University of Tasmania
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Unravelling the importance of benthic mineralisation and nutrient cycling in Macquarie Harbour, Tasmania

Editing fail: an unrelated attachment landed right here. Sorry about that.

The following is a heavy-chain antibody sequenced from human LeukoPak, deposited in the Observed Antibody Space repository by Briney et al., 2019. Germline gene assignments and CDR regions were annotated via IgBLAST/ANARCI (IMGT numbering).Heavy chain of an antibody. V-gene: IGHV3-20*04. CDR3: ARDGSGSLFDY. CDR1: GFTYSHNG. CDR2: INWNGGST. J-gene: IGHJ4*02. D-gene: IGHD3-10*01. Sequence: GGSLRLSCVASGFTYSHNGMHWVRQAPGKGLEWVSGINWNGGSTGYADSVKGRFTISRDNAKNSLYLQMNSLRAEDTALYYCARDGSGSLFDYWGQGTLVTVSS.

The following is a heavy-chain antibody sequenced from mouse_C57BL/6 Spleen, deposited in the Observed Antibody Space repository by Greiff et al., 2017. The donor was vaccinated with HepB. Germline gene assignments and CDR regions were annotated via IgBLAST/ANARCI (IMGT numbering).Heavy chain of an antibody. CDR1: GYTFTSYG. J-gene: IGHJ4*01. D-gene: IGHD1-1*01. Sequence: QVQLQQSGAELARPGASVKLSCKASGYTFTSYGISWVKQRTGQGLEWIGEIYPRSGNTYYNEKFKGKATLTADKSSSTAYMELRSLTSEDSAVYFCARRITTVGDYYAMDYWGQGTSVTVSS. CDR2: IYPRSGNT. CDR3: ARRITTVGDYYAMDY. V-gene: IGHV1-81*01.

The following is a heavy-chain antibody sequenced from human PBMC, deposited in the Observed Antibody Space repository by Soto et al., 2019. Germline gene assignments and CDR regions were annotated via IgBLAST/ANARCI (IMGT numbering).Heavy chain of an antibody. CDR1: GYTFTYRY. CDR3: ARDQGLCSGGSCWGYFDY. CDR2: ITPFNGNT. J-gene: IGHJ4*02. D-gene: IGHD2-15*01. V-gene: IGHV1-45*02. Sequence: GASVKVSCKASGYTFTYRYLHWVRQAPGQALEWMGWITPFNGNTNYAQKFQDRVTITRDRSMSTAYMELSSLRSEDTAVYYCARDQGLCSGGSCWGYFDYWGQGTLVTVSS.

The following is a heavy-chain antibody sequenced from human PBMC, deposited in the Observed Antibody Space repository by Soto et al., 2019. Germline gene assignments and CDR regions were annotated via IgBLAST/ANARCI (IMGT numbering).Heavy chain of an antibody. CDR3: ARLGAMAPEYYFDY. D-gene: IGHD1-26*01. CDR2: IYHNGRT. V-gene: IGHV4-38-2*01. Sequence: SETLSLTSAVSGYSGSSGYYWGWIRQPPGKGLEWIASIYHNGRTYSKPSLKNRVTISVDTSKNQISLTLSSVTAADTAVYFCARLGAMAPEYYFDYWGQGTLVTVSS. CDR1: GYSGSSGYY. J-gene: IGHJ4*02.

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posted on 2023-05-27, 13:40 authored by Auluck, M